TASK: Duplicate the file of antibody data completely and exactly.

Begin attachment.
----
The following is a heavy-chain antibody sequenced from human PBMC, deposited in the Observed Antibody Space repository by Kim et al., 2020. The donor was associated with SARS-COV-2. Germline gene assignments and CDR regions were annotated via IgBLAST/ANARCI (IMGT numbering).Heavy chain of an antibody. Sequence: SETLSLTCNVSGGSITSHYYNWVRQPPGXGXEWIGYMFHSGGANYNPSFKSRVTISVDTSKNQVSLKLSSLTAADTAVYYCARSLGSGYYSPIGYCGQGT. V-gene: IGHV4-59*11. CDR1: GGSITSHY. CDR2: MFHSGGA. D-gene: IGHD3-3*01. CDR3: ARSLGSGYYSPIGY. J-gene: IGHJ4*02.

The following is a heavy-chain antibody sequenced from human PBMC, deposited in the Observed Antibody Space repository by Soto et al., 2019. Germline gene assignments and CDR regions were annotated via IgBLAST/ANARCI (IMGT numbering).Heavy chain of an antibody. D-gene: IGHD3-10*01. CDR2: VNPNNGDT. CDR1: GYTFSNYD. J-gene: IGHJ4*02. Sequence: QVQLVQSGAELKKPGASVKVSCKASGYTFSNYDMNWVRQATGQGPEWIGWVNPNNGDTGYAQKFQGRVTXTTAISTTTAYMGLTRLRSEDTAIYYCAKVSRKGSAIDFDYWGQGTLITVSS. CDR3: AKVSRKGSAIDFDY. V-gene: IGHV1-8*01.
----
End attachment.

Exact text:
The following is a heavy-chain antibody sequenced from human PBMC, deposited in the Observed Antibody Space repository by Kim et al., 2020. The donor was associated with SARS-COV-2. Germline gene assignments and CDR regions were annotated via IgBLAST/ANARCI (IMGT numbering).Heavy chain of an antibody. Sequence: SETLSLTCNVSGGSITSHYYNWVRQPPGXGXEWIGYMFHSGGANYNPSFKSRVTISVDTSKNQVSLKLSSLTAADTAVYYCARSLGSGYYSPIGYCGQGT. V-gene: IGHV4-59*11. CDR1: GGSITSHY. CDR2: MFHSGGA. D-gene: IGHD3-3*01. CDR3: ARSLGSGYYSPIGY. J-gene: IGHJ4*02.

The following is a heavy-chain antibody sequenced from human PBMC, deposited in the Observed Antibody Space repository by Soto et al., 2019. Germline gene assignments and CDR regions were annotated via IgBLAST/ANARCI (IMGT numbering).Heavy chain of an antibody. D-gene: IGHD3-10*01. CDR2: VNPNNGDT. CDR1: GYTFSNYD. J-gene: IGHJ4*02. Sequence: QVQLVQSGAELKKPGASVKVSCKASGYTFSNYDMNWVRQATGQGPEWIGWVNPNNGDTGYAQKFQGRVTXTTAISTTTAYMGLTRLRSEDTAIYYCAKVSRKGSAIDFDYWGQGTLITVSS. CDR3: AKVSRKGSAIDFDY. V-gene: IGHV1-8*01.